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WANTED – A New Category in Children’s Books

The Tragickall History of Henry Fowst

There’s no shortage of advice for new writers. Mostly it’s good and – crucially for the bewildered punter – undisputed. This is particularly true of the many Rules for Good Writing you can find on countless websites, all agreeing on the vital ingredients of structure, narrative arc, believable dialogue, spare scene depiction and clear and concise expression. You won’t find many people advocating ‘tell, not show’, for instance, or advising you that your plot structure needs loosening, your dialogue more padding out and that you haven’t included nearly enough adverbs. 

But when it comes to what you should write about, the picture changes. It seems that for every piece of advice an opposite one exists. ‘Write about what you know’ clashes with ‘be adventurous – leave your comfort zone.’ ‘Write the kind of book you like reading,’ comes up against ‘write what the market wants.’ And in the case of children’s books, ‘write for exactly those age groups that fit into categories defined by the book trade.’ What if the kind of book you want to write – the only kind, according to every successful writer I’ve ever heard speak on the subject – refuses to fit into these categories?

Which is where I come in.

Ignore external evidence – inside I’m permanently somewhere around 12 years old. A fabulous age for books (could be why); still young enough for magic but old enough to want depth of character, realism, conflict, tough choices for the story’s hero – all the ingredients of a well-crafted, fast-paced novel. So it seemed only natural that when I set out to write children’s books, the main characters would be 12 – 13 and the ideal age for my readers somewhere around those ages: 10 – 14 years.

Just one snag. According to the book trade, this category doesn’t exist. Instead, children are divided into PreReaders (picture books), Young Readers (6 – 8 years) and Middle Grade (9 – 12). From 13 years they are officially Young Adults, and apparently ready for stories centred on a range of difficult and disturbing topics: war, drug addiction, rape, incarceration, repression, torture, brutality, cancer, death … Important themes, all of them, and there’s no doubt they’ve inspired some of the greatest writing around today. But I can’t help finding it bizarre that books devoured by my sons in their mid-twenties should be marketed to children barely into their teens; as if there were no difference in reading tastes between  a 13 year-old and a 25 year-old. 

Meanwhile, how do I pitch my own books?

Both Ante’s Inferno (Troubador, 2012) and my new book, The Tragickall History of Henry Fowst, (Troubador, 2015) have elements of darkness. In Ante’s Inferno (inspired, as the title implies, by Dante’s Inferno), 12 year-old Ante (Antonia) finds herself on a journey through the classical underworld to the heart of hell, which turns out to be a recreation of a First World War battlefield. 

Now, with The Tragickall History of Henry Fowst, I’ve taken my cue from the Faust legend: Desperate to escape his problems, 13 year-old Henry can't believe his luck when he stumbles on a 16th century diary containing instructions on how to summon a spirit to one’s aid. Unfortunately, calling up Mephistopheles leads him into deeper trouble than he'd ever bargained for.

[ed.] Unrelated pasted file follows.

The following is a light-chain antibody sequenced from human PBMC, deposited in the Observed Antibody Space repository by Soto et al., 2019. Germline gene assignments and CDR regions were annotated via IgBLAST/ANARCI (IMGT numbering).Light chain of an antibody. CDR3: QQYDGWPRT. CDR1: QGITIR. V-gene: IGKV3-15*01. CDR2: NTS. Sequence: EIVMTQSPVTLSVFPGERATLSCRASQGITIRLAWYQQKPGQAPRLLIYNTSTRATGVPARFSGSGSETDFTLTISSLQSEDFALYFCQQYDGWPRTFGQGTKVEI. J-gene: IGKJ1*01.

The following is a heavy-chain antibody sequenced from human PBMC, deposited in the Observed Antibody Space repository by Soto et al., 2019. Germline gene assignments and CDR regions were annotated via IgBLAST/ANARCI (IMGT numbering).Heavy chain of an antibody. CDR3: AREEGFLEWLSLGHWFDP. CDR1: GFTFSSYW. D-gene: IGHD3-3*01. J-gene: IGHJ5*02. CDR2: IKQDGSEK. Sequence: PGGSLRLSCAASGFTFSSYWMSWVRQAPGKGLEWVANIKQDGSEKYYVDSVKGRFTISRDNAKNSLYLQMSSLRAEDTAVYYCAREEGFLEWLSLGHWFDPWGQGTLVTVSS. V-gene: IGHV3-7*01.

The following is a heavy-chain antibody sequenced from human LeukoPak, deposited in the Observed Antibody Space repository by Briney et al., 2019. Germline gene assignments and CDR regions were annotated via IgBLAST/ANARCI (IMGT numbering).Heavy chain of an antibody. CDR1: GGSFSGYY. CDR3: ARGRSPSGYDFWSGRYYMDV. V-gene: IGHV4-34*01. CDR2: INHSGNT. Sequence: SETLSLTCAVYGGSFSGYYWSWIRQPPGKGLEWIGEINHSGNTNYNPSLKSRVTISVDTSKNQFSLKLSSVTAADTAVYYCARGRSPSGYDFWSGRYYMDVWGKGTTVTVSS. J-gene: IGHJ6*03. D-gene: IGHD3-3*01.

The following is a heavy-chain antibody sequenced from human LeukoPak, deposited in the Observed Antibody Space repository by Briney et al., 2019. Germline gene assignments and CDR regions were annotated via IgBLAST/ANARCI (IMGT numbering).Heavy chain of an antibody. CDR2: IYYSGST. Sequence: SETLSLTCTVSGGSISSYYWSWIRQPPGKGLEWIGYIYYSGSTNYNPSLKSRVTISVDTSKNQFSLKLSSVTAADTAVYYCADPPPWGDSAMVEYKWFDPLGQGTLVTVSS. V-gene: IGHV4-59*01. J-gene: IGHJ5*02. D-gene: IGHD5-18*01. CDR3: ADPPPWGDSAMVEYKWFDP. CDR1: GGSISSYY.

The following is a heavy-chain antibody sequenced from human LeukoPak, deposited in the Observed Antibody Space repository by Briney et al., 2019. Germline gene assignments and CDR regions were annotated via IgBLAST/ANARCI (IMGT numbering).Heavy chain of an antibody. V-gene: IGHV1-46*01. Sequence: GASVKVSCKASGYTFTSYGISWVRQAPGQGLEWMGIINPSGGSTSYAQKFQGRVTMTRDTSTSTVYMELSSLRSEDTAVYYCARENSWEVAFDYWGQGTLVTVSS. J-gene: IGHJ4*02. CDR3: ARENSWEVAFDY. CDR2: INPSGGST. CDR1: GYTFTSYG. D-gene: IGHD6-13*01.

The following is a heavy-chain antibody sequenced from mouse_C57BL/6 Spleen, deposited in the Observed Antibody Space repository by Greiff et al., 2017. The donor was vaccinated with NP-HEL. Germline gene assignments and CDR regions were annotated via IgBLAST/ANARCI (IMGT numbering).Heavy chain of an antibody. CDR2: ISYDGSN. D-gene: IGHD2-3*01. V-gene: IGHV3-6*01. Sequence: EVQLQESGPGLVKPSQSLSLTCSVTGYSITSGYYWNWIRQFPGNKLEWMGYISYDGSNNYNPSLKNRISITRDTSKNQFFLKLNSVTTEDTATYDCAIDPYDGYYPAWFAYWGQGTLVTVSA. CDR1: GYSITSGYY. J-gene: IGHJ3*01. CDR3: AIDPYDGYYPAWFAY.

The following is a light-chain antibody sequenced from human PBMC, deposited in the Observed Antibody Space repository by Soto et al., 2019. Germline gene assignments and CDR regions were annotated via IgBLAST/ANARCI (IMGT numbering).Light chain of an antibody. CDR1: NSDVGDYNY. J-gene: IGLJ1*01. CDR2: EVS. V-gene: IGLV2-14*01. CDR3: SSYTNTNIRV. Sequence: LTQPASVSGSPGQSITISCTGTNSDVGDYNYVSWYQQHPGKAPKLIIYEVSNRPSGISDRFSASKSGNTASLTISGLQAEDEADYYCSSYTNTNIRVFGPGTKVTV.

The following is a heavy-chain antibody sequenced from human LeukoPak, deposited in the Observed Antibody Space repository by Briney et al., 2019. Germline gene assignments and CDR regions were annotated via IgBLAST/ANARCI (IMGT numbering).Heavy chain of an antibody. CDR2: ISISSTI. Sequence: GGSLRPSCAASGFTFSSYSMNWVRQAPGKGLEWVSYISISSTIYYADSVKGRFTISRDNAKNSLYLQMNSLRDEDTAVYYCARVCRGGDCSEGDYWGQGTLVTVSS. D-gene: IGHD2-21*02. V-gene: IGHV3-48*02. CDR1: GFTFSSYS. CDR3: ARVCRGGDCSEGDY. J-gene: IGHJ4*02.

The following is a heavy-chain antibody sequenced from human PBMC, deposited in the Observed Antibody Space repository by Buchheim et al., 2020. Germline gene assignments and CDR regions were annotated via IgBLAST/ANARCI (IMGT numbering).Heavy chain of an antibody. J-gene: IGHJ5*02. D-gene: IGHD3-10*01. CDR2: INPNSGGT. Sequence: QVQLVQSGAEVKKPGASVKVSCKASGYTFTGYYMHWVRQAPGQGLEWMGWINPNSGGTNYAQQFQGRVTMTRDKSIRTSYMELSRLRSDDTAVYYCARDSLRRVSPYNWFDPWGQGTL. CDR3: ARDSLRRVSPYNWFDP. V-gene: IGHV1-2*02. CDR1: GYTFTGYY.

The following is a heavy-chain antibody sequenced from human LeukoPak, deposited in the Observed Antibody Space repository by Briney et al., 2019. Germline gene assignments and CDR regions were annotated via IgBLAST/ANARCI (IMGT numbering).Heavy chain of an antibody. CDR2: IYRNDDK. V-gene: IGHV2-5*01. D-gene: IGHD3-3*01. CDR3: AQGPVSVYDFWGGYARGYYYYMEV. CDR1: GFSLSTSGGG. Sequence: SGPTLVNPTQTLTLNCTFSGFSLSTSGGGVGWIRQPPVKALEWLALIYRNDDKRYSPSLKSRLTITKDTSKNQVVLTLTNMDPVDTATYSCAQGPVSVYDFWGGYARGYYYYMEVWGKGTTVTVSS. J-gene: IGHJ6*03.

Pain, fear and danger are strong themes in both books but not, I hope, to a disturbing extent; on the other hand, enough complexity and moral conflict are woven into the storylines to need a certain maturity in the reader. Just because Ante’s Inferno fits the 9 – 12 years age range doesn’t mean it has nothing to offer teenagers and older readers; while The Tragickall History of Henry Fowst contains Elizabethan language and references that make it better suited to age 11 and above. A Young Adult book then – but anyone hoping for dystopia, graphic violence and teenage relationships will be disappointed.

Ante's Inferno

I know I’m not alone in longing for some kind of stepping stone between books for younger readers and the brutal ‘realism’ offered by so many YA novels. While I admire these writers, I don’t think I could have read them at 13 and even now, the unflinching depiction of bloody battle scenes is often too much for me. I accept that many young people are made of stronger stuff but those that aren’t – or just don’t want to read this kind of adventure – should be catered for, too. 

Here are some excellent reading suggestions supplied by Emma Perry on her blog, My Book Corner, who clearly feels the same way as I do. We need more lists like this one, if only to prove that the market exists. 

So come on, fellow children’s book enthusiasts – let’s get listing! 

Griselda Heppel grew up in England and Germany.  She worked in publishing for a while before moving to Oxford to bring up her four children and took to writing when her youngest was 11 years old. Her first book, Ante's Inferno , won the People's Book Prize and a Silver Wishing Shelf Award. Her new book, The Tragickall History of Henry Fowst has just been published with Troubador. When not writing she volunteers at the magical Story Museum in Oxford, allowing her the happy combination of losing herself in stories while feeling virtuous. Find out more on her website and blog.